The 1914 Annual Meeting was held December 4th at 3:00 P.M. at Grand Central Palace in conjunction with the Empire Cat Show. Mrs. J. Edgar Davis was elected President, the third in three years, but unlike her predecessors, she held the office for several years.

Again, the next Annual Meeting was held with the Empire Cat Club show, December 10, 1915, and mysteriously enough, promptly adjourned.

However, it was only a prelude to a very busy 1916 – the Annual Meeting, three regular Executive Board Meetings, one Special Executive Board Meeting and Special General Meeting. Then, on June 27th, at an Adjourned Special General Meeting, with Delegates present from all Clubs, the Constitution, etc, as altered in part by the Executive Board, and partly by the Association itself, was unanimously adopted.

There is no report of an Annual Meeting in 1918, probably due to World War I.

From 1906 through 1919, various shows were held throughout the Country and reported in the “Cat Journal” and “Cat Review”. Four day shows were common, and none were less than three. It is amusing to note that Male cats were often referred to as “Kings” rather than “Studs’ , and the catalogue of the first show held in Madison Square Garden in 1895 lists “He Cats” and “She Cats”. Many shows were held at County Fairs in conjunction with poultry exhibits.

It will be of special interest to Western exhibitors to know that shows were held in Los Angeles and Santa Barbara in 1909 and 1910, and one in San Diego in 1911. One that we all might envy was in Portland, Oregon, January 19-20-21, 1911. It was located in the city’s largest department store, Meier and Frank’s, and attracted 21,000 visitors. There were 170 entries, 65 were turned down due to lack of space. A Long Hair Blue Maine Cat, owned by Mrs. Hiller, was Best In Show.

Shows flourished despite the War, although some clubs had to cancel meetings during 1917 and 1918 because of Spanish Influenza.

As there was war in Europe in 1918, so war and rumors of war broke out in the Cat Fancy. There were dissatisfactions!

Miss Ethel Champion, who had served as CFA Recorder for more than 12 years, resigned and refused to allow her name to be mentioned for election in any office of the Cat Fanciers’ Association! Miss Laura Gould Hopkins was elected to succeed her.

The Silver Society resigned from CFA! It seems that on January 6th and 7th, 1919, they had given a Specialty Show and had committed so many sins that the Executive Board objected – and with good reason. There was a most peculiar premium list, no CFA Show Rules were sent to the exhibitors, neither with the premium list nor with the entry blanks. The Society didn’t bother to ask for a sanction for the Show, and point blank refused to do so when reminded by the Recorder that it was mandatory. The Executive Board retaliated by withholding Championship points from the Show at its meeting January 24th. Exit Silver Society!

The Atlantic Cat Club resigned from CFA in February to form the United Cat Fanciers Association. This name was changed in a few months to Cat Fanciers Federation. Miss Ethel Champion was the first Secretary-Treasurer of the new Association.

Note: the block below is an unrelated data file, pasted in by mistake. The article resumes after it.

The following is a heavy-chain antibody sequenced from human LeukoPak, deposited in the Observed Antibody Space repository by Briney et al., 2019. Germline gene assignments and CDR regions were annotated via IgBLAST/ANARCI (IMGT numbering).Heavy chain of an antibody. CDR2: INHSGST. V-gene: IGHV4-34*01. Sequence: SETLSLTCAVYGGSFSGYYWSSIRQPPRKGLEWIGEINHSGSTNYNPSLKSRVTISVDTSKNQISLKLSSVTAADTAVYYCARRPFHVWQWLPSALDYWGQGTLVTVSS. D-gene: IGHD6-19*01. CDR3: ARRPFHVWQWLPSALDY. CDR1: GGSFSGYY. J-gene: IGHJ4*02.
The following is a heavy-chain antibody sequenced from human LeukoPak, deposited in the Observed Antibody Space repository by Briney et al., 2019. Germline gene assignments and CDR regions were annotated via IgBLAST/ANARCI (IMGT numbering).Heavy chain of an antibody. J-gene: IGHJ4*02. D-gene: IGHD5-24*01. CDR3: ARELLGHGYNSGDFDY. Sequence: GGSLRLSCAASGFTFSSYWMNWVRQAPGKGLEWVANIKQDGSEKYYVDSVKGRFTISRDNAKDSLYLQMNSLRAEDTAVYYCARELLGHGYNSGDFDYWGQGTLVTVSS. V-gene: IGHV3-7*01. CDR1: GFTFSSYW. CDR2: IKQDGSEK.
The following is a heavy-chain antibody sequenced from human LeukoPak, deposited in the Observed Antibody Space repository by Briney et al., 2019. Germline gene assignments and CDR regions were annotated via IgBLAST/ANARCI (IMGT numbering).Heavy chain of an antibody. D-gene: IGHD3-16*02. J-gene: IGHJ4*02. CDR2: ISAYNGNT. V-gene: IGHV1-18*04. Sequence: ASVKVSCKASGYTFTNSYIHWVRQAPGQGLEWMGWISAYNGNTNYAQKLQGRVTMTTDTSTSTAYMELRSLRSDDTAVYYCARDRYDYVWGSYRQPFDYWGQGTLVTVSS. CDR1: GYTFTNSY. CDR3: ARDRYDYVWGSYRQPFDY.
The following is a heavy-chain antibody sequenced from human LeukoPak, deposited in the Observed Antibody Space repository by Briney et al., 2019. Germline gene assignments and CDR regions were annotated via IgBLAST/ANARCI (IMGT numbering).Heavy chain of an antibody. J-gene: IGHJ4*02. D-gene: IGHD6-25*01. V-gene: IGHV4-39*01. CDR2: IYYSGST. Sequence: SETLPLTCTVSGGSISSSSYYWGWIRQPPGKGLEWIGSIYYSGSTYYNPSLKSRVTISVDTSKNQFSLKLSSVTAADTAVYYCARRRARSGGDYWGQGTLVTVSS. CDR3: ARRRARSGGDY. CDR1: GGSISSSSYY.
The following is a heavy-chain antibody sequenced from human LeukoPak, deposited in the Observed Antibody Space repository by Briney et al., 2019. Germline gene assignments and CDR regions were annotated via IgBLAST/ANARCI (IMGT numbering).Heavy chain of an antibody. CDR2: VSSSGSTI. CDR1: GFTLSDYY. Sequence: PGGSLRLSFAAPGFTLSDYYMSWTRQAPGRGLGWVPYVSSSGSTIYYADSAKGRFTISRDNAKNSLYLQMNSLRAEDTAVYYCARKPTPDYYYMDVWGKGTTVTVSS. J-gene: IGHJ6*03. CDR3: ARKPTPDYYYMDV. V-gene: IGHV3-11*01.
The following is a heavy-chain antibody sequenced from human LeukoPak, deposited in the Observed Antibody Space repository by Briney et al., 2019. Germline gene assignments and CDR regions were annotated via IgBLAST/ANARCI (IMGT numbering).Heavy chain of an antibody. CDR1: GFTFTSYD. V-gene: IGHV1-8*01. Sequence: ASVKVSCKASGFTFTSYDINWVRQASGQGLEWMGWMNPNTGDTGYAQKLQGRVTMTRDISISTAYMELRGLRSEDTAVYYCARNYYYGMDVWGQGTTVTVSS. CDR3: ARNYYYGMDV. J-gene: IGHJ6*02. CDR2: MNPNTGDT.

Thus, there were now three National Associations: ACA, CFA, and CFF.

The “Cat Review” of December 1919 sternly shakes its editorial finger at such goings on and scolds: “What is the American fancy coming to? Will the next few years find us splitting up still further, till all the clubs become little independent associations? There is no recourse to a popular vote, but the beaten side sometimes ‘gets even’ by withdrawing and forming a new governing body. This, I am aware, has long been considered the ‘feminine mode of attack’, but it is not business and the cat fancy is a business and is worthy of being run in a business-like manner.”

At last, CFA decided to incorporate! The decision came at a meeting of the Executive Board, June 6, 1919, and must have been reached unanimously and with nor argument, for the meeting lasted but 45 minutes. On September 18th, Articles of Incorporation were drawn up under the laws of the State of New York. The Articles provided that at least one meeting of the Executive Board be held in New York each year, and that one member of the Executive Board be a resident of the State of New York. The clubs whose representatives signed the Articles of Incorporation were given the honor of being charter members in CFA. These clubs were: Cleveland Persian Society, Empire Cat Club, New Rochelle Cat Club and McKeesport Persian Club.

The first Executive Board meeting after incorporation was held October 9th.

Thus CFA entered a new and successful era –

… To be continued in the 1960 yearbook …

Related Articles

  • Excerpts from the 1959 CFA Yearbook, Part 1 (Overview and Grand Parade)
  • Excerpts from the 1959 CFA Yearbook, Part 2 (CFA’s Early Years 1906-1919)
  • Excerpts from the 1959 CFA Yearbook, Part 3 (So You Want To Put on a Show!, part 1)
  • Excerpts from the 1959 CFA Yearbook, Part 4 (So You Want To Put on a Show!, part 2)
  • Excerpts from the 1959 CFA Yearbook, Part 5 (Cats of Yesteryear: The Masked Silver)
  • Excerpts from the 1959 CFA Yearbook, Part 6 (Cats of Yesteryear: The Angora)

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“Cats’ hearing apparatus is built to allow the human voice to easily go in one ear and out the other.”
*Author Stephen Baker (animal behaviorist)